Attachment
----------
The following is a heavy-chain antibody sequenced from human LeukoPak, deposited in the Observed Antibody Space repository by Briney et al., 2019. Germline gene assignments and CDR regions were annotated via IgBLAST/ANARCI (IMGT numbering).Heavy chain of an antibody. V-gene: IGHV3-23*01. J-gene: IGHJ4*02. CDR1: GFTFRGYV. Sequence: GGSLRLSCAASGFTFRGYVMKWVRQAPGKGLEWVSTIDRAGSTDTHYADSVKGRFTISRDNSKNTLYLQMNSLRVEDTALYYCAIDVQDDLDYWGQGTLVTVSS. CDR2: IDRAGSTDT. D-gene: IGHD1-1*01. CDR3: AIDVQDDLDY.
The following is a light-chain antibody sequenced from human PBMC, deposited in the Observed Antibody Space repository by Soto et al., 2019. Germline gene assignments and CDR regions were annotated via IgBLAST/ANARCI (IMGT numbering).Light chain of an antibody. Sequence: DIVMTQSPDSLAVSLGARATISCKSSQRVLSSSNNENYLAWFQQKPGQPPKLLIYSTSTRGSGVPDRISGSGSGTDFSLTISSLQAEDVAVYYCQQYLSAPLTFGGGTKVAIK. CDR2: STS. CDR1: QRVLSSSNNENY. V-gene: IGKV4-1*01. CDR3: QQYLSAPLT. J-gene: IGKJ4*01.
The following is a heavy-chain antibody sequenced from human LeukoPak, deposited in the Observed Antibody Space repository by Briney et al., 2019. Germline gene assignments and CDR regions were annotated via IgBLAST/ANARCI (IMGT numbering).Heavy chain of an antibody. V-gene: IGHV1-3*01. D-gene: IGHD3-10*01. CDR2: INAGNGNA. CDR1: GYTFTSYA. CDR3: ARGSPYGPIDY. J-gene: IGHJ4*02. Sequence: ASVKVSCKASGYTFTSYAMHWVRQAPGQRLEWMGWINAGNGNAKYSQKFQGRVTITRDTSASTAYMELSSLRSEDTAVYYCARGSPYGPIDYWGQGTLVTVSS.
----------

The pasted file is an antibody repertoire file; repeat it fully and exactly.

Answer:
The following is a heavy-chain antibody sequenced from human LeukoPak, deposited in the Observed Antibody Space repository by Briney et al., 2019. Germline gene assignments and CDR regions were annotated via IgBLAST/ANARCI (IMGT numbering).Heavy chain of an antibody. V-gene: IGHV3-23*01. J-gene: IGHJ4*02. CDR1: GFTFRGYV. Sequence: GGSLRLSCAASGFTFRGYVMKWVRQAPGKGLEWVSTIDRAGSTDTHYADSVKGRFTISRDNSKNTLYLQMNSLRVEDTALYYCAIDVQDDLDYWGQGTLVTVSS. CDR2: IDRAGSTDT. D-gene: IGHD1-1*01. CDR3: AIDVQDDLDY.
The following is a light-chain antibody sequenced from human PBMC, deposited in the Observed Antibody Space repository by Soto et al., 2019. Germline gene assignments and CDR regions were annotated via IgBLAST/ANARCI (IMGT numbering).Light chain of an antibody. Sequence: DIVMTQSPDSLAVSLGARATISCKSSQRVLSSSNNENYLAWFQQKPGQPPKLLIYSTSTRGSGVPDRISGSGSGTDFSLTISSLQAEDVAVYYCQQYLSAPLTFGGGTKVAIK. CDR2: STS. CDR1: QRVLSSSNNENY. V-gene: IGKV4-1*01. CDR3: QQYLSAPLT. J-gene: IGKJ4*01.
The following is a heavy-chain antibody sequenced from human LeukoPak, deposited in the Observed Antibody Space repository by Briney et al., 2019. Germline gene assignments and CDR regions were annotated via IgBLAST/ANARCI (IMGT numbering).Heavy chain of an antibody. V-gene: IGHV1-3*01. D-gene: IGHD3-10*01. CDR2: INAGNGNA. CDR1: GYTFTSYA. CDR3: ARGSPYGPIDY. J-gene: IGHJ4*02. Sequence: ASVKVSCKASGYTFTSYAMHWVRQAPGQRLEWMGWINAGNGNAKYSQKFQGRVTITRDTSASTAYMELSSLRSEDTAVYYCARGSPYGPIDYWGQGTLVTVSS.